As for Rowand, Williams made contact with the hard-nosed center fielder early on in the free-agent process, but the two sides stayed apart from start to finish in regard to the contractual years. Rowand wanted five, which he received from the Giants, while Williams had set the limit at four years.
Of course, the logical follow-up question would be why couldn't Williams give that extra year to a 2007 All-Star and Gold Glove winner who was such an important part of White Sox lore? Williams chose not to specifically address that particular decision.
|"I'm not satisfied. The bottom line is there are a couple of things we haven't gotten done, but it's still a work in progress."|
-- White Sox GM|
After the initial talk with Rowand, Williams began his pursuit of Hunter. It was Hunter's 11th-hour decision to sign a five-year, $90 million deal with the Angels that ultimately lies at the core of the animosity directed toward Williams' moves.
Hunter's expected signing with the White Sox immediately turned the team's pursuit of Miguel Cabrera into an aggressive move that was unsuccessful, "something on the side that developed and something we never believed that would materialize anyway," according to Williams. Instead, Cabrera joins the list of perceived misses that begins with Hunter.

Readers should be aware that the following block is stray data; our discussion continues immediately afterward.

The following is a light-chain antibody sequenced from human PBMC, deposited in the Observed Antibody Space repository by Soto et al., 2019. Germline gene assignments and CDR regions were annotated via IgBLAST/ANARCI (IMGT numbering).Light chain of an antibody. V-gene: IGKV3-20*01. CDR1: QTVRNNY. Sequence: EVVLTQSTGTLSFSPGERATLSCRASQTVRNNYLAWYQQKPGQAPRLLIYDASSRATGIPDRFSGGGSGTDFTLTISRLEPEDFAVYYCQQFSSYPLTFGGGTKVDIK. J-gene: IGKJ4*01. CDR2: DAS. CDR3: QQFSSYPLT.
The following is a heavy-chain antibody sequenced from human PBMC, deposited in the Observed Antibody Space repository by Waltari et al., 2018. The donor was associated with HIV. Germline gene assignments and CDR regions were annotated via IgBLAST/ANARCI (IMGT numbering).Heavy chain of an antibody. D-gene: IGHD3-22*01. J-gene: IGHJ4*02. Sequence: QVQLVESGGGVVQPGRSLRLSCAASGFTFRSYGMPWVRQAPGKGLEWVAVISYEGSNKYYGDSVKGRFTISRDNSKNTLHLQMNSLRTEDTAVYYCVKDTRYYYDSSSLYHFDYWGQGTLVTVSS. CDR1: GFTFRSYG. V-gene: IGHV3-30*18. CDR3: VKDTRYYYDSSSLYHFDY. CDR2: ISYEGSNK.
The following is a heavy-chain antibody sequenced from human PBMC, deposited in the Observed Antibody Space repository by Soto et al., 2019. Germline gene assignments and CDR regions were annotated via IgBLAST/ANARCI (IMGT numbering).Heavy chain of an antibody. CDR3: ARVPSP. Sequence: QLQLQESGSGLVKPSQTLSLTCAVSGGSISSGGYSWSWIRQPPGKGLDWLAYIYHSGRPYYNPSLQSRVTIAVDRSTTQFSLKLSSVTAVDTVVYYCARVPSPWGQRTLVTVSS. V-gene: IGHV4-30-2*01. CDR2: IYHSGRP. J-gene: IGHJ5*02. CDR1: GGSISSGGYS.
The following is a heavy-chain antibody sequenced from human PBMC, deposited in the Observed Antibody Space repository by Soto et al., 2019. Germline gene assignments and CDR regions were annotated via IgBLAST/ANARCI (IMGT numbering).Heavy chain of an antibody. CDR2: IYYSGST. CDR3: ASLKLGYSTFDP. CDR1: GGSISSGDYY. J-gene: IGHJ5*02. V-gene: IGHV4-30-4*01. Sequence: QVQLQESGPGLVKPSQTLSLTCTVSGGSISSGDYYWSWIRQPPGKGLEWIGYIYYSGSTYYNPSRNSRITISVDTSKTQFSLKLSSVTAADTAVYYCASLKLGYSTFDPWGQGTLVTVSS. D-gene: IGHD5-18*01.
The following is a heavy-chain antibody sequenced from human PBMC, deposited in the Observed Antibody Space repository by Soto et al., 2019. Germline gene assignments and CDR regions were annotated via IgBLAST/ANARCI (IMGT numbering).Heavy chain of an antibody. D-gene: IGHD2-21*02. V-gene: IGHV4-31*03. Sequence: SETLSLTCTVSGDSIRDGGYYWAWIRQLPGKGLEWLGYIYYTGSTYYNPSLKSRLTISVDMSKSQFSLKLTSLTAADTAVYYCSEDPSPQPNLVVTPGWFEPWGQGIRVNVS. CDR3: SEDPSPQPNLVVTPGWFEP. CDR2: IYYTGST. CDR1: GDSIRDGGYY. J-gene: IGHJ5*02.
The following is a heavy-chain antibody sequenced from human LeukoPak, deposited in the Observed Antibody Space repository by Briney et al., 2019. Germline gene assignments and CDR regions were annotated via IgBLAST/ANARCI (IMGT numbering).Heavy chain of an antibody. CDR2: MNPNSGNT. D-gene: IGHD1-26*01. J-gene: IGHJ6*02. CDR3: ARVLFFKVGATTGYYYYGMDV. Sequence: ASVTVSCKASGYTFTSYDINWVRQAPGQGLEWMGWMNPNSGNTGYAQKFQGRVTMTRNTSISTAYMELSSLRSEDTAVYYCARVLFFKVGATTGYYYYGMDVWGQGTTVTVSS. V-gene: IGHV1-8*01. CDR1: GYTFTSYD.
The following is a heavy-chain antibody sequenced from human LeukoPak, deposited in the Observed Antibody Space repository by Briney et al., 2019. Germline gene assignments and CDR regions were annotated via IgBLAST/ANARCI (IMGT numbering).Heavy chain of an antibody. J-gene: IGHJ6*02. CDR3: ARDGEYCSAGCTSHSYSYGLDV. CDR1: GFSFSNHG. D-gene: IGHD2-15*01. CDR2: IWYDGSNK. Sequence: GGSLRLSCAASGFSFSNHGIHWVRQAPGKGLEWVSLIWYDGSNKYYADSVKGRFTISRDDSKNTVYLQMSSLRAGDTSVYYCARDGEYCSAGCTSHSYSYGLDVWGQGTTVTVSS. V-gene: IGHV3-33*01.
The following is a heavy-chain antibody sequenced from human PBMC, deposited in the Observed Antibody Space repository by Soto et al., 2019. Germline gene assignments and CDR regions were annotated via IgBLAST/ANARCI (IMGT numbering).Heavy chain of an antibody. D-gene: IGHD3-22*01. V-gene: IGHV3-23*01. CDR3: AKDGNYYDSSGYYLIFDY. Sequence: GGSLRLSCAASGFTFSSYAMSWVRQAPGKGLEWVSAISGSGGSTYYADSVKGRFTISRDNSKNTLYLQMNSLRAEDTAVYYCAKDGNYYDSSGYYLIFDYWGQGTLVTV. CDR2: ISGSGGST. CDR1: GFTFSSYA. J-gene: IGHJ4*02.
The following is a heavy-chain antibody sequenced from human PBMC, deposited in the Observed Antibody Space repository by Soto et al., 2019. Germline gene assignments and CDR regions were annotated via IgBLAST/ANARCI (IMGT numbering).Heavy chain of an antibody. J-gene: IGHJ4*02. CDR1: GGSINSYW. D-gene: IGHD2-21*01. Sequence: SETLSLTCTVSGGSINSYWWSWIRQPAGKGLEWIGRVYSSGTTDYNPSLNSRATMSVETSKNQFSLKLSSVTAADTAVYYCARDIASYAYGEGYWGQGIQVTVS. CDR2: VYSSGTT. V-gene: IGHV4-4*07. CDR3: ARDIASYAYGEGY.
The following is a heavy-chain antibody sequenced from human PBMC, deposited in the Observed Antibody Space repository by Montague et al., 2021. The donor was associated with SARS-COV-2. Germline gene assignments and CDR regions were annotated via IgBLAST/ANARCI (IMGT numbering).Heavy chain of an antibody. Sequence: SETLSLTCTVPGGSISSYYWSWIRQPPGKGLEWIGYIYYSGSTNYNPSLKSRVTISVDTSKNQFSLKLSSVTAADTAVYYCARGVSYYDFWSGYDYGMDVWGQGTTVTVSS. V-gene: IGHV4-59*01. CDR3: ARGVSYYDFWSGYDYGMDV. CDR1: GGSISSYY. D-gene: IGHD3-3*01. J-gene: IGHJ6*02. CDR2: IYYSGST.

"Okay, it didn't happen," said Williams of Hunter. "I'm not sure what we could have done, short of anything up to offering $90 million, and we don't have those kind of resources."
The White Sox will continue to look for a center field upgrade via the trade route, with Coco Crisp a possibility, hinging on Boston's ability to acquire Minnesota ace Johan Santana. Williams also cautioned that the White Sox are not in dire straits at this position, with Jerry Owens showing the ability to be a catalyst in the second half of last season.
Where the White Sox fans' current disdain is concerned, Williams understands the passion and frustration coming from putting your heart and soul into a team. He will accept the responsibility, even with the prevailing thought that three-fourths of his offseason plan has been accomplished, and continue trying to improve the White Sox.
"Lost in it all is the fact that we still have a nice balance with young guys combined with All-Star-type players. We still have a pretty darn good baseball team," Williams said. "If the Tigers hadn't done what they did, I don't know if we would be facing some of this.
"It's not a good day for us, obviously. But I'd say we must have done something right, built up some sort of credibility, for a long period of time to have so much passion -- even at a time that I'm largely the guy it will fall upon."
Non-tenders: Left-handed starter Heath Phillips, who was designated for assignment to make room for Quentin on the 40-man roster, and utility infielder Andy Gonzalez were not tendered 2008 contracts on Wednesday. Phillips won 13 games for Triple-A Charlotte last season, while Gonzalez hit .185 for the White Sox.
Scott Merkin is a reporter for MLB.com. This story was not subject to the approval of Major League Baseball or its clubs.